Sorry for the delay in writing about the rest of the ports of call on this cruise. We had our young grandchildren come stay with us and for any of you who have young grandchildren, you can probably guess that I went to bed right after they did. Fun times, great memories coupled with exhaustion.
Puerto Madryn was the other port we weren’t sure what to do. We had just taken a wonderful tour to see the penguins in the Falkland Islands which included a two hour drive to the penguins and then another two hour drive back. Many of the tours that were offered in Puerto Madryn, also entailed about a two hour journey. to and from the site. We planned nothing and was going to wait and see. We really didn’t want to have another four hour journey day. Remember, I said we planned nothing but as you know the best laid plans of mice and men go awry and so did mine.
The two excursions that I had been thinking about was Punto Tombo and Peninsula Valdes. On one hand I wanted to see all the wildlife that was available for viewing during this cruise and in my mind, if we were not able to make it to the Falklands then this would be the next spot. On the other hand, it would mean two long days.
With a friend cancelling out of her Peninsula Valdes excursion, I decided at the last minute (as we walked off the gangplank) that I would take her spot. This is a UNESCO World Heritage site and I find that I’m drawn to them. Since they have that designation they must be worthwhile. The mainly barren peninsula covers almost 900,000 acres of “headlands, salt water lakes, depressions and rocky cliffs jutting 30 miles into the Atlantic” (Princess excursion description). Blogger Hubby decided he would stay in port, take a walk around the beach and just explore on his own.
Friends and I were looking for the tour guides from the company that this excursion was booked with as they were holding the blue balloons – a very good visual for us finding them as the dock is quite congested. We all got into a mini bus and out the city we went. We passed desolate looking areas with very few homes. Very little in the way of services here. It reminded me of a desert area with some brush vegetation. We did spot a few guanaco herds that to me reminded me of alpacas though I think I read somewhere that they are in the camel family. We did stop in a Visitor Center and looked around at the exhibits that they had and purchased a few items in their small gift shop.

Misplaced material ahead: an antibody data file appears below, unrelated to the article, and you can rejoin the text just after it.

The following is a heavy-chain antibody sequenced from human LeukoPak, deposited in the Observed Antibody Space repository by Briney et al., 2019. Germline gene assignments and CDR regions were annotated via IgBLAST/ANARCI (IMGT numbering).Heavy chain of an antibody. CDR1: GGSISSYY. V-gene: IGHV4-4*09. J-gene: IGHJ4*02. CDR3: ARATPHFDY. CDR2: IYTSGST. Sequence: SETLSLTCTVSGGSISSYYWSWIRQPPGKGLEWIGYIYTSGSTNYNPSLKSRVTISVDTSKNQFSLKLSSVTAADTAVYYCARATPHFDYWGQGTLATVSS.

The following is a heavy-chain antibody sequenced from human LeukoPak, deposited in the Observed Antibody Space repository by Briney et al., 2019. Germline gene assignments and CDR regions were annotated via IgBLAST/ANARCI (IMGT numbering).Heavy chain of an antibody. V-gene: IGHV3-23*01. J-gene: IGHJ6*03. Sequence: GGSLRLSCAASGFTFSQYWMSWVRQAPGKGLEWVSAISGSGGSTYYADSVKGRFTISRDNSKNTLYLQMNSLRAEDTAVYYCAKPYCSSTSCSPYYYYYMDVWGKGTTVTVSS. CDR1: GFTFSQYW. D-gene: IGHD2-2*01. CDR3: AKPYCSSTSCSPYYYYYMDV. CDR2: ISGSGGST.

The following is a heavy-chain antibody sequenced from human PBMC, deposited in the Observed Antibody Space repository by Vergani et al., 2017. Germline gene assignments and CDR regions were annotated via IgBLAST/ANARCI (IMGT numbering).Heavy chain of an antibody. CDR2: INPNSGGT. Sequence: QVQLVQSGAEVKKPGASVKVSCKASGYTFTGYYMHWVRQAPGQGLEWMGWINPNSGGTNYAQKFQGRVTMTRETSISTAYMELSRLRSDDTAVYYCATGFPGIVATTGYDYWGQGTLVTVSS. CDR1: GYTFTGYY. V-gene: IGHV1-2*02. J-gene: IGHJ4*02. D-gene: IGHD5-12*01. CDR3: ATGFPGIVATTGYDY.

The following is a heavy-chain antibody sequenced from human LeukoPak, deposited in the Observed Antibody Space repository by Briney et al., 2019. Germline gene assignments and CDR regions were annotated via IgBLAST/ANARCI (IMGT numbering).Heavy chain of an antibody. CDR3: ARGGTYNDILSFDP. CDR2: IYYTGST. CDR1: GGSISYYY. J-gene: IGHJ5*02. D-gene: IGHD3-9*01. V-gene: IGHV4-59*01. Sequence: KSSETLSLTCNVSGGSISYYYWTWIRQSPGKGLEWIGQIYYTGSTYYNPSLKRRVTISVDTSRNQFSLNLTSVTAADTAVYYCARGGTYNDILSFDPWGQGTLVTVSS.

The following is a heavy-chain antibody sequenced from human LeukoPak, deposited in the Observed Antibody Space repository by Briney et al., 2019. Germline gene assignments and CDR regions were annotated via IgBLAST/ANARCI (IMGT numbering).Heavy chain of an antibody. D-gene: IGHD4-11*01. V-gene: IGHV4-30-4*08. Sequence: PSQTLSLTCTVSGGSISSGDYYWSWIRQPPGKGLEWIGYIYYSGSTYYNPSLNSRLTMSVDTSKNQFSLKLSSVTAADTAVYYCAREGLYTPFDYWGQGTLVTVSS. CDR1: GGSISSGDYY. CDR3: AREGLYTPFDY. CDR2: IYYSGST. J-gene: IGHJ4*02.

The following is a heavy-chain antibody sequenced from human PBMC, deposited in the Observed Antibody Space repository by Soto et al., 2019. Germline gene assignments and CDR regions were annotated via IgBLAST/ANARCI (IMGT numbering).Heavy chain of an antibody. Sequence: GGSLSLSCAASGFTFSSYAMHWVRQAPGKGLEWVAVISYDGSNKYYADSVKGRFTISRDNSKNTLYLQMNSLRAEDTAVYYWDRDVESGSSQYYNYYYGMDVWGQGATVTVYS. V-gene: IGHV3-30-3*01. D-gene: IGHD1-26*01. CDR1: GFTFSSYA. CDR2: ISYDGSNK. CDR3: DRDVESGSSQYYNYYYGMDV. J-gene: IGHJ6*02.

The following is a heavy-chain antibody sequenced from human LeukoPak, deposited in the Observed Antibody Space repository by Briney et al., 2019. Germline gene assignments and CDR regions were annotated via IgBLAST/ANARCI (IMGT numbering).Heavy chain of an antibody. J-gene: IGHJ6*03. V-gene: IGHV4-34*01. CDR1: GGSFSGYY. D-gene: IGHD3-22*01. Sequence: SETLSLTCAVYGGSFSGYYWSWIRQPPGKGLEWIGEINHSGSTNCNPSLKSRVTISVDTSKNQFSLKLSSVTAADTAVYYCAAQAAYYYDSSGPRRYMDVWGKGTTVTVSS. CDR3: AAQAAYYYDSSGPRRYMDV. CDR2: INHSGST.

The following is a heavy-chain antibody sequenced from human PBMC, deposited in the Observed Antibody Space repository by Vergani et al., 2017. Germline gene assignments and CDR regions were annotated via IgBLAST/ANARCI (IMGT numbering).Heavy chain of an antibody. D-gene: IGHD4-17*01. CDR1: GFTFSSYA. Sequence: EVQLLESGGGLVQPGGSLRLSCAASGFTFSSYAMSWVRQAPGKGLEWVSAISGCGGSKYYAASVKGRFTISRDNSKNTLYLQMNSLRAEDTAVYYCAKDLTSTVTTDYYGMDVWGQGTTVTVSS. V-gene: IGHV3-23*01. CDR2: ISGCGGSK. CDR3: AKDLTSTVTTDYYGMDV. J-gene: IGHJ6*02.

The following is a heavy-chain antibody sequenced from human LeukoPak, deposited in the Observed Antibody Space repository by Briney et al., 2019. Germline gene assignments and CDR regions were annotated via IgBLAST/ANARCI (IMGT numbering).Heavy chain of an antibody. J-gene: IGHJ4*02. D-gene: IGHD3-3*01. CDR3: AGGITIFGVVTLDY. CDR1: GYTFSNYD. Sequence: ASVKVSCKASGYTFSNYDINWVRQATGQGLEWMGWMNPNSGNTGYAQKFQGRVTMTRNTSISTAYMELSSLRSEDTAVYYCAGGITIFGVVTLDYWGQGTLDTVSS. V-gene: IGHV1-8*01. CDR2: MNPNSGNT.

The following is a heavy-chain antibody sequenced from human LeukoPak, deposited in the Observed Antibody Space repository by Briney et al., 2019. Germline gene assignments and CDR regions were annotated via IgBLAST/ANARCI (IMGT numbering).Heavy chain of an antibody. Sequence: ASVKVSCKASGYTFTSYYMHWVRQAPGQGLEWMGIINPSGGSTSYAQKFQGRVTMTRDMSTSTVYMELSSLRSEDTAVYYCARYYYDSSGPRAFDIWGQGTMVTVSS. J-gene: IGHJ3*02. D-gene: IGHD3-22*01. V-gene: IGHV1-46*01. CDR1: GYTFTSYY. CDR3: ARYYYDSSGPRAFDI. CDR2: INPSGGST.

This was probably, for me, the most disappointing excursion that I had taken on this cruise. To be fair, I think any of the excursions would have been a disappointment after the penguin experience we had in the Falkland Islands. I found that the few penguins we saw, perhaps four, were behind a divider, which is not a problem. The other wildlife was so far away I had to use a zoom lens to try to see them. That was what was disappointing. The scenery along the coast was beautiful with bluffs that we looked down to the Atlantic Ocean. There was one area where we had a boardwalk but again, the animals were quite a distance away.
As you look through some of these photos that I took, you’ll see how high the bluffs are and where the wildlife is around the shore. In one spot, there were a lot of young sea lions and a few adults around a little tidal pool. We jokingly thought it was a sea lion day care center and the pups were learning how to swim in this tidal pool.
After our time here we had some time left over and we went to the little seaside town on Puerto Piramides to use the restroom, buy some ice cream or just stretch our legs. There really wasn’t much to see or do. Probably a 10-15 minute stop, if at all, would have been plenty. Following the stop we drove back to town.
By this time the wind was picking up somewhat and we weren’t surprised to hear that we wouldn’t be leaving on time. Even though our ship was tied up, the way the wind and water were moving, we kept hitting the dock. Eventually we left 7 hours later. With the late departure, we would have a later arrival in Montevideo, our next port of call.